Hip dysplasia is the abnormal growth or development of the hips. It is more common in large breed dogs such as Boxers, German Shepherds, and Labrador Retrievers, but can occur in all sizes and breeds of dogs (even mixed breeds) and even some cats. Hip dysplasia is genetic, meaning it is passed down from the animal’s parents, but it can skip generations, making it hard to predict.
This condition occurs as the animal grows – the ‘ball and socket’ joint in the hip doesn’t grow properly, causing a flattened socket that is unable to hold the ball tightly in place, which causes some slipping.
It can sometimes be hard to determine if a pet has hip dysplasia because the pain caused by the condition can be mild or severe. Many pets don’t show symptoms until much later in life. Also, a pet’s weight makes a difference in if they display symptoms, as a lighter animal can more easily tolerate the malformed joint than an animal with more weight on its frame.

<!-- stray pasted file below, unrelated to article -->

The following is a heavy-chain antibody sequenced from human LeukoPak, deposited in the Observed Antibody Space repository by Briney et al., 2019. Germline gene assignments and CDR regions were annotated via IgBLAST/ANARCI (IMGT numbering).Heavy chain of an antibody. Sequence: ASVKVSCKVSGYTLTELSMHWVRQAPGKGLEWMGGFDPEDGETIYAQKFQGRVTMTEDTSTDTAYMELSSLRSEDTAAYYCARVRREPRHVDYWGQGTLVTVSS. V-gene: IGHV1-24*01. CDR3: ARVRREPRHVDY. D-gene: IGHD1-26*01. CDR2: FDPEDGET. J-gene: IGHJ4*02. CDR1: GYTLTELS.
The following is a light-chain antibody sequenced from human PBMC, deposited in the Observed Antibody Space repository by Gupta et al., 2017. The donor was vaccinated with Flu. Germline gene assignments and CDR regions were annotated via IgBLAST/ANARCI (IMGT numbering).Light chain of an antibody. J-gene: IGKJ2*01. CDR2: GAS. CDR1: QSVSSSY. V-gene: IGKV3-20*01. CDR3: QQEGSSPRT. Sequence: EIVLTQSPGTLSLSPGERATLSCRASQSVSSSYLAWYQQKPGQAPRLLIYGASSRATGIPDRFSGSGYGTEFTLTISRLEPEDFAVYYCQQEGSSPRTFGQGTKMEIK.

One of the main signs pet owners can look for when they suspect hip dysplasia is pain or limping, especially during or after exercise.
Hip dysplasia is treatable but this treatment can be very expensive. Total costs for the necessary x-rays, medication, and surgery can cost anywhere from $2,000 to over $7,000. Trupanion offers optional pet insurance coverage for hip dysplasia.
Heather Kalinowski lives in the Seattle area with her husband, newborn son, and two rescued pups – an Italian Greyhound named Ava and a Spaniel mix named Jackson. She enjoys reading, writing, spending time with her family, and volunteering with Italian Greyhound Rescue.